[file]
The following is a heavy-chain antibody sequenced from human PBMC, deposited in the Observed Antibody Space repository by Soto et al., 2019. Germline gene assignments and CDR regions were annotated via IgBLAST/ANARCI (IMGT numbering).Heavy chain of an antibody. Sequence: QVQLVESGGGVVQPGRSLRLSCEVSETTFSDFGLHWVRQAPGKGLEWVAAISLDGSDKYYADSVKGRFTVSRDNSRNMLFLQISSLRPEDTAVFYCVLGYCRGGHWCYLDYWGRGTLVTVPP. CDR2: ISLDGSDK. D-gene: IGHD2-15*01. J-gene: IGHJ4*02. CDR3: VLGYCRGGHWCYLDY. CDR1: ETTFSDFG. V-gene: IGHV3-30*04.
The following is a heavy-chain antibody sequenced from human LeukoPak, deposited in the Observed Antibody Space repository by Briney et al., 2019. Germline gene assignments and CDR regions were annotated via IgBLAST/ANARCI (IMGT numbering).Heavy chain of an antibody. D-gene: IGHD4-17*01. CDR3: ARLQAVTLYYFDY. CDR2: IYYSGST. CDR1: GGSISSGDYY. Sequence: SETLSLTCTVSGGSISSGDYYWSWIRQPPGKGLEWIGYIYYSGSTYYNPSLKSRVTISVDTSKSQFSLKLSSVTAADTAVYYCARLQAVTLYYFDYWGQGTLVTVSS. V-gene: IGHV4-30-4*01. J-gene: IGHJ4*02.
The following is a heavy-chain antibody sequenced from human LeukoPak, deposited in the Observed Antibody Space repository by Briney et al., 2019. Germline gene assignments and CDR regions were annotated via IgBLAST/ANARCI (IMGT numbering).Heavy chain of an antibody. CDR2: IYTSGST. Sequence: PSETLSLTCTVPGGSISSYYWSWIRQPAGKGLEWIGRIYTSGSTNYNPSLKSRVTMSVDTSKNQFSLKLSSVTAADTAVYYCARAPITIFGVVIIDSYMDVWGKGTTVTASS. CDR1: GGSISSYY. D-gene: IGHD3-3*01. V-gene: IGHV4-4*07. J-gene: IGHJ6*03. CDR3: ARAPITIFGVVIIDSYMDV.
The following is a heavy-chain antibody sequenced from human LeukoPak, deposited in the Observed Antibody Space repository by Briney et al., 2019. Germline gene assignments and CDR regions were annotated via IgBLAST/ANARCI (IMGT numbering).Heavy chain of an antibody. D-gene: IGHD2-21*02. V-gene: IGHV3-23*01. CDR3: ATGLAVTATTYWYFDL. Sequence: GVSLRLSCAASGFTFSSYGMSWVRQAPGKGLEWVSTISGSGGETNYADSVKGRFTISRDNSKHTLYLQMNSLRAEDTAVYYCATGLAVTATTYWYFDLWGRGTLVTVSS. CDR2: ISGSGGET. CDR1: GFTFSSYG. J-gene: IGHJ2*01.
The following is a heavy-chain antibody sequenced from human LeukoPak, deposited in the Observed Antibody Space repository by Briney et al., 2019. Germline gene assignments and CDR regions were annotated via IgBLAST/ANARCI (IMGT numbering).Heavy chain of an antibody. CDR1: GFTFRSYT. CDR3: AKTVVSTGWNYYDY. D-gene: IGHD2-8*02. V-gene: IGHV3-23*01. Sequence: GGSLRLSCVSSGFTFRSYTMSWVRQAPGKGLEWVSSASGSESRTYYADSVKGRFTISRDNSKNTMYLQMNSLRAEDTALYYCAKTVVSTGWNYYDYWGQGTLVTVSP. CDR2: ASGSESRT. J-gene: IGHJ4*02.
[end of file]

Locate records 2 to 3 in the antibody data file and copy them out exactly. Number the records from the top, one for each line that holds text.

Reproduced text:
The following is a heavy-chain antibody sequenced from human LeukoPak, deposited in the Observed Antibody Space repository by Briney et al., 2019. Germline gene assignments and CDR regions were annotated via IgBLAST/ANARCI (IMGT numbering).Heavy chain of an antibody. D-gene: IGHD4-17*01. CDR3: ARLQAVTLYYFDY. CDR2: IYYSGST. CDR1: GGSISSGDYY. Sequence: SETLSLTCTVSGGSISSGDYYWSWIRQPPGKGLEWIGYIYYSGSTYYNPSLKSRVTISVDTSKSQFSLKLSSVTAADTAVYYCARLQAVTLYYFDYWGQGTLVTVSS. V-gene: IGHV4-30-4*01. J-gene: IGHJ4*02.
The following is a heavy-chain antibody sequenced from human LeukoPak, deposited in the Observed Antibody Space repository by Briney et al., 2019. Germline gene assignments and CDR regions were annotated via IgBLAST/ANARCI (IMGT numbering).Heavy chain of an antibody. CDR2: IYTSGST. Sequence: PSETLSLTCTVPGGSISSYYWSWIRQPAGKGLEWIGRIYTSGSTNYNPSLKSRVTMSVDTSKNQFSLKLSSVTAADTAVYYCARAPITIFGVVIIDSYMDVWGKGTTVTASS. CDR1: GGSISSYY. D-gene: IGHD3-3*01. V-gene: IGHV4-4*07. J-gene: IGHJ6*03. CDR3: ARAPITIFGVVIIDSYMDV.